charge an electric vehicle
Saving Money

How Much Does it Cost to Charge an Electric Vehicle?

Have you ever wondered how much it costs to charge an electric vehicle? Well lately, most drivers have had this thought run through their mind. Now that gas prices are through the roof, a number of drivers are turning to Google search to find out if electric charging is really more cost-effective. However, this isn’t surprising.

Recent data from AAA suggests the national average for gasoline has reached $4.881 this month. This unthinkable figure demonstrates an exorbitant increase from the estimated $3.06/gal exactly one year ago. In spite of this, drivers have begun trading in their gas-guzzling engines for a greener alternative. Electric vehicle sales are now breaking quarterly records due to the  gas pump woes this year.

Though this spells good news for the environment, the switch from combustion to electric requires some adjusting. Besides the fact that you’re limited to a certain driving range, the price of electric vehicles is often more expensive than conventional cars. Making it quite difficult for the everyday buyer to transition to green. Despite these setbacks, drivers are become more intrigued by electric mobility.

Fact is, this is not a trend. Electric vehicles are here for the long-run, that’s clear to see. With the recent EU ban, it’s probable more countries will follow suit in the elimination of combustion engines. If not now, at least in the next few decades. Therefore, the sooner you get on board, the more likely you’ll reap the benefits of this new way of driving.

So, to answer your question, we’ve outlined ways to determine how much it cost you to charge an electric vehicle. Both at home and at a remote charging station.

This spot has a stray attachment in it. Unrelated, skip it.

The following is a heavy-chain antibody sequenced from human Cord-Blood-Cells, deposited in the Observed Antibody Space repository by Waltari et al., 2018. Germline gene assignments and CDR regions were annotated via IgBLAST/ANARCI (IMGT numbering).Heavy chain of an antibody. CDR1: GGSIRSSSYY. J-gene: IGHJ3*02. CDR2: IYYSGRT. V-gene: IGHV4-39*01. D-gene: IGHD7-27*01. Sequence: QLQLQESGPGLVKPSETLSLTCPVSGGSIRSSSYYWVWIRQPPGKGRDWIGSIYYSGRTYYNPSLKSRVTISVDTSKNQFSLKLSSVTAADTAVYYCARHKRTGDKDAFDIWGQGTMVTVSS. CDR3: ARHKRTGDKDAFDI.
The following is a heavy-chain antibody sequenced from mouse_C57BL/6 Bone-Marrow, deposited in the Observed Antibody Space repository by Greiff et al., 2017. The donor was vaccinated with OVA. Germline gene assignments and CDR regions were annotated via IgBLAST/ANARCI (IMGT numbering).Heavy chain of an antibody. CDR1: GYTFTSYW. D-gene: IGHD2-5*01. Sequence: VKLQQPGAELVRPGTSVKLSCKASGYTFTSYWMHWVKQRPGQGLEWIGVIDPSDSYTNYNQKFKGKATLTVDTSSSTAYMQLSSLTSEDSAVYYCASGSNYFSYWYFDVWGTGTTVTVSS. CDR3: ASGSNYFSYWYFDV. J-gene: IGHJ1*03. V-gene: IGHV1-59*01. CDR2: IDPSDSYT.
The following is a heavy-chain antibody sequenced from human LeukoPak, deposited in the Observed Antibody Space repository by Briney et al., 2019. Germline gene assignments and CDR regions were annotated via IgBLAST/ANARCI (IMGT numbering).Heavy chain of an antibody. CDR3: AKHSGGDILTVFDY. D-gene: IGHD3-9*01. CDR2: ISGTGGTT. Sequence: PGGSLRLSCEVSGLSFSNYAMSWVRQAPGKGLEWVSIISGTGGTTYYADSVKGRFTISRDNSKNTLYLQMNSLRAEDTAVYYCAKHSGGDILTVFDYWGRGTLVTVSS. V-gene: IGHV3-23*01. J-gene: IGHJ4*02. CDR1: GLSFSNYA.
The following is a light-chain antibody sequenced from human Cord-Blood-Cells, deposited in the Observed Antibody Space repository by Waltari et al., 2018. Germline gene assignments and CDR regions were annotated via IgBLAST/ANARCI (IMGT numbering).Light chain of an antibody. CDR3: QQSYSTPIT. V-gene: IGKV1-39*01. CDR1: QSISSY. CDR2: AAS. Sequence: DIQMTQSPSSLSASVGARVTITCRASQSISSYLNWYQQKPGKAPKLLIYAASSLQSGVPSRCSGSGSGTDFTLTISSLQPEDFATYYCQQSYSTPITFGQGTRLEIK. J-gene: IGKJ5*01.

How much will it cost to charge an electric vehicle at home?

We’ll start off by saying there is no one-size-fits-all answer here. That said, you can easily configure how much it will cost you by taking a look at your electric bill. On average, an electric vehicle gets around 3-4 miles per kWh. According to the U.S. Energy Information Administration, the average U.S. household pays an estimated 14 cents per kWh. If you want a more accurate portrayal of what you’ll pay, grab your electric bill then divide the kilowatts used by the total dollar amount.

Next, you’ll take that 3-4 mile average and divide that by the total miles you drive each month. Once you get that number, multiply it by the cost per kWh. Whatever amount you get is typically the baseline for what you’ll pay each month for charging an electric vehicle at home. If you’re confused, that’s alright. Not everyone loves math so let’s break it down with numbers.

Here’s an example:

Let’s say Tim drives approximately 1,050 miles per month. Take that figure and divide it by 3 miles (the average electric span per kWh) to get the total amount of kWh used in a 30 day period at home.

1050 miles/3 kWh = 350 kWh